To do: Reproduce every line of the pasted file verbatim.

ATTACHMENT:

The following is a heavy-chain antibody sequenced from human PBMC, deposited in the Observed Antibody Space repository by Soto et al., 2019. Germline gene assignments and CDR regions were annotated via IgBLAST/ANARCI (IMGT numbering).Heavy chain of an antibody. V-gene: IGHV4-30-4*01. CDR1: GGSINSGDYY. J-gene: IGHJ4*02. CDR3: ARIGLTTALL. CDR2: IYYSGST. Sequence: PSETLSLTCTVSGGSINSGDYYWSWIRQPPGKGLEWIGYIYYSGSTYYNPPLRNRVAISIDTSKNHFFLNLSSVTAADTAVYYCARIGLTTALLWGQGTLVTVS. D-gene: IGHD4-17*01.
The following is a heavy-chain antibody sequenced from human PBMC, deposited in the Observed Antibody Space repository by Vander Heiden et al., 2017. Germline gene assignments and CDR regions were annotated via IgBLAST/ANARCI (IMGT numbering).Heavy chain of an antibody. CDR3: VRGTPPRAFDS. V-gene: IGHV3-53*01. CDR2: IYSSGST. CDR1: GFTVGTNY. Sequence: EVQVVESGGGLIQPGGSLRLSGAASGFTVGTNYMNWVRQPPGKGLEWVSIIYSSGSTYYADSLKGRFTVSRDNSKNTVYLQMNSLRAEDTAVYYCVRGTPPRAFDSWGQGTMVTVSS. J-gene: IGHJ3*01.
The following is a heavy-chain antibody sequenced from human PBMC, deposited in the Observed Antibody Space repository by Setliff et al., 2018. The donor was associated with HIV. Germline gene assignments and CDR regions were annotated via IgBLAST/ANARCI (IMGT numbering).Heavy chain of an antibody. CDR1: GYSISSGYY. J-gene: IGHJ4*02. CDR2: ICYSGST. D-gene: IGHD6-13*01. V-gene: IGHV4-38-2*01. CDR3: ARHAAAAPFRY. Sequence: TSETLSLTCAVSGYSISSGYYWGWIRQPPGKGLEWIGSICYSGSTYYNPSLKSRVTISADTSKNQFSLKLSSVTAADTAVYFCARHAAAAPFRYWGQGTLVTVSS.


The following is a heavy-chain antibody sequenced from human PBMC, deposited in the Observed Antibody Space repository by Soto et al., 2019. Germline gene assignments and CDR regions were annotated via IgBLAST/ANARCI (IMGT numbering).Heavy chain of an antibody. V-gene: IGHV4-30-4*01. CDR1: GGSINSGDYY. J-gene: IGHJ4*02. CDR3: ARIGLTTALL. CDR2: IYYSGST. Sequence: PSETLSLTCTVSGGSINSGDYYWSWIRQPPGKGLEWIGYIYYSGSTYYNPPLRNRVAISIDTSKNHFFLNLSSVTAADTAVYYCARIGLTTALLWGQGTLVTVS. D-gene: IGHD4-17*01.
The following is a heavy-chain antibody sequenced from human PBMC, deposited in the Observed Antibody Space repository by Vander Heiden et al., 2017. Germline gene assignments and CDR regions were annotated via IgBLAST/ANARCI (IMGT numbering).Heavy chain of an antibody. CDR3: VRGTPPRAFDS. V-gene: IGHV3-53*01. CDR2: IYSSGST. CDR1: GFTVGTNY. Sequence: EVQVVESGGGLIQPGGSLRLSGAASGFTVGTNYMNWVRQPPGKGLEWVSIIYSSGSTYYADSLKGRFTVSRDNSKNTVYLQMNSLRAEDTAVYYCVRGTPPRAFDSWGQGTMVTVSS. J-gene: IGHJ3*01.
The following is a heavy-chain antibody sequenced from human PBMC, deposited in the Observed Antibody Space repository by Setliff et al., 2018. The donor was associated with HIV. Germline gene assignments and CDR regions were annotated via IgBLAST/ANARCI (IMGT numbering).Heavy chain of an antibody. CDR1: GYSISSGYY. J-gene: IGHJ4*02. CDR2: ICYSGST. D-gene: IGHD6-13*01. V-gene: IGHV4-38-2*01. CDR3: ARHAAAAPFRY. Sequence: TSETLSLTCAVSGYSISSGYYWGWIRQPPGKGLEWIGSICYSGSTYYNPSLKSRVTISADTSKNQFSLKLSSVTAADTAVYFCARHAAAAPFRYWGQGTLVTVSS.